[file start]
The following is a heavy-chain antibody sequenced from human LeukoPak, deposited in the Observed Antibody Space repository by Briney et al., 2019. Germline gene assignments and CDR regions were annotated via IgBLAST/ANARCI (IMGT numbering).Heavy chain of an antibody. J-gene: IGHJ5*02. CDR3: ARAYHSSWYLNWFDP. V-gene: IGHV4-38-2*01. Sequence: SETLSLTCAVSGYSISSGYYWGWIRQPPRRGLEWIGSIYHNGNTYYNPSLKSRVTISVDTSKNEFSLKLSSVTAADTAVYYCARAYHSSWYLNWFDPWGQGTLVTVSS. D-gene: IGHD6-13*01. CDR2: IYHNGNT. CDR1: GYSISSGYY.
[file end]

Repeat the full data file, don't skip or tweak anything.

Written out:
The following is a heavy-chain antibody sequenced from human LeukoPak, deposited in the Observed Antibody Space repository by Briney et al., 2019. Germline gene assignments and CDR regions were annotated via IgBLAST/ANARCI (IMGT numbering).Heavy chain of an antibody. J-gene: IGHJ5*02. CDR3: ARAYHSSWYLNWFDP. V-gene: IGHV4-38-2*01. Sequence: SETLSLTCAVSGYSISSGYYWGWIRQPPRRGLEWIGSIYHNGNTYYNPSLKSRVTISVDTSKNEFSLKLSSVTAADTAVYYCARAYHSSWYLNWFDPWGQGTLVTVSS. D-gene: IGHD6-13*01. CDR2: IYHNGNT. CDR1: GYSISSGYY.